AiA Thoughts:

Crisis Textline is a fantastic example of how the collection and analysing of data doesn’t have to be a distraction from your core purpose. Their approach demonstrates how you can successfully use data to enhance the delivery of your service without it being a distraction from what you provide. 

It is also a great demonstration of how a learning culture can be beneficial and that you don’t have to feel pressure to get it right the first time. Their approach to this problem was to take it in stages: they started with a basic list of words to flag their system and then worked to improve it and refine it over time. With any project it can help to start with something simple, see what works, what doesn’t and then use that information to take it from there. A healthy data foundation on which to build can be instrumental in our future successes. 

Predicting demand, MNWD and DataKind

Southern California was facing the worst drought in 500 years and the Moulton Niguel Water District. MNWD worked with DataKind to develop a forecast for the demand for water, which included a range of uncertainty. As a result, MNWD could anticipate peak demand times and plan accordingly so it could reduce the need to import expensive water to supplement supply (Source).

AiA Thoughts:

Again, this is an incredibly inspiring example of data use within the non-profit sector. The accurate forecasting of demand, whether its for water, or any other type of service, can be a struggle for a number of organisations. The desire to have the resources readily available to be directed where it is most needed swiftly is where the priority lies and, at the same time being conscious of stretching that capability as far as it is able to go is vital to the organisation’s longevity. If your organisation also manages a fluctuating need for what it is you provide and yet predicting this need is difficult, then moving your attention to initiating (or refining) demand forecasting may yield similarly promising results.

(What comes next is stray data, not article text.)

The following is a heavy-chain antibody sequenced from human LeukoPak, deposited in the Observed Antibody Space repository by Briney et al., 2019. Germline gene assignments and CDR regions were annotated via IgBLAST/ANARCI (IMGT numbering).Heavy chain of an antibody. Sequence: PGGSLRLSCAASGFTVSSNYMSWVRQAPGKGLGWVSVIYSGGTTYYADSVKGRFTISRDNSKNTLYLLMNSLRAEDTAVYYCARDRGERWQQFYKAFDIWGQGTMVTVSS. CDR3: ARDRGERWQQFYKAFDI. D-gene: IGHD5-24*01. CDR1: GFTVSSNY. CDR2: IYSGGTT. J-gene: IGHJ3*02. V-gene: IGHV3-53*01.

Demand forecasting successfully supports non-profits in optimising resource planning. Whether it is designing shift patterns for staff, running workshops etc. it helps ensure that whatever needs to be in operation is there for your beneficiaries when it is needed. 

Predicting high potential donors, Gravyty Technologies

Gravyty uses AI to predict which donors are most likely to make high value donations. This then allows fundraisers to focus their time and resource at those selected individuals, allowing for high degree of personalisation and customisation of outreach activities. Fundraising at Cure Alzheimers Fund increased by 49% after using Gravyty (Source).

AiA Thoughts:

Our final example for this article displays an impressive use of AI in the realm of fundraising. Fundraising is arguably one of the areas which has experienced the most change when it comes to organisations becoming data conscious. This is largely due to the direct and highly visible results it can have on a non-profit’s bottom line. A significant cost base can often be required to generate funds, and often the old adage “we get 80% of our funds from 20% of our effort – we just don’t know which 20%” seems only too often to be an accurate state of affairs. Fundraising can be an excellent place for organisations to look for a data project because:

  • the data itself often already exists within a CRM or accounting software
  • it can have bottom line results, that can inspire further investment into other projects.

We must mention, however, the importance of maintaining balance.  Focusing on fundraising is of obvious importance to non-profits and it can be all too tempting to make this the sole focus of the organisation, at the expense of other areas. Balancing the need to raise funds with looking, as well, at how data can be used to maximise the impact of your organisation ensures a more concrete and long-lasting success moving forward.


Most organisations have a wealth of data across their organisation but often struggle to know where and how to focus their resources into running analytics projects which can deliver the most benefit. From fundraising, to demand modelling, data can be used in all different areas of your organisation to create value.

How can you use data to make your organisation more effective?